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ilu
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Re: Otter Browser Dependency Issue

Postby ilu » 14 Aug 2016 18:22

Zill wrote:However, as far as running programs such as LibreOffice or Firefox are concerned my opinion is that the lighter the system, with the fewest processes running, the better. This will then ensure that your wanted programs will have the maximum resources available. With modern, powerful, hardware, this probably will not make much difference. But with older, more limited, hardware this could be significant.
Even with newer hardware the difference is significant. Some users like to squeeze every bit of computing power out of a given system and they all agree that if you use a desktop like kde or unity you should at least disable all "bells and whistles" (all background prozesses, images, themes) or better install a second desktop because you feel the difference in ressource heavy applications (f.e. games or compiling). XFCE is generally considered to be a good compromise between lightweight and comfort. There might be lighter desktops but not many (I don't know JWM but puppy has a lot of other adjustments not just the desktop).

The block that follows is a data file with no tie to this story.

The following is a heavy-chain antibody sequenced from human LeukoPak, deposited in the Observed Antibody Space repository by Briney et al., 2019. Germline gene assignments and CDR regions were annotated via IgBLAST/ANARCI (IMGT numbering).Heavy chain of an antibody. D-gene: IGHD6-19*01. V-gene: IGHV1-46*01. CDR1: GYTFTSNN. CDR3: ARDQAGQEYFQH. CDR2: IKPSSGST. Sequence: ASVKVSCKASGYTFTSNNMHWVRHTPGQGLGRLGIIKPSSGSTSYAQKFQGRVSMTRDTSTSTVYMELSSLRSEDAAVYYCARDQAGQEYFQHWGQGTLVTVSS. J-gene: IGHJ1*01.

freecicero wrote:I understand that a lighter desktop such as xfce should perform faster than kde than most everything, but am I really solving anything other than bootup and shutdown speed if I changed to something like Puppy linux with JWM?
The number of running processes matters all the time, not just during load. The way windows are handled matters, the amount of eye candy and the number of windows you (or the program) open. Also file size matters (think big databases or a long master thesis versus short letters). It's not only a slow CPU but also slow graphics and not much RAM (main and graphic). If your system needs to use swap you'll feel it for sure.

That being said, puppy is optimized to run on even older and smaller systems. I don't think you need that much of "shrinking" but you'll have to try if you really want to know.
freecicero wrote:Most of my real work is inside the browser or a word processor. ... (such as libreoffice or firefox)
I think you are on the right track in choosing your apps carefully. Mozillas programs are gigantic and so is Open/Libre Office. Maybe you could have a look at Abiword and Gnumeric instead. I Know the 1-program-for-1-task approach is not en vogue anymore but do you really need all that integration just for writing letters (or whatever you do)?

freecicero
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Re: Otter Browser Dependency Issue

Postby freecicero » 14 Aug 2016 20:25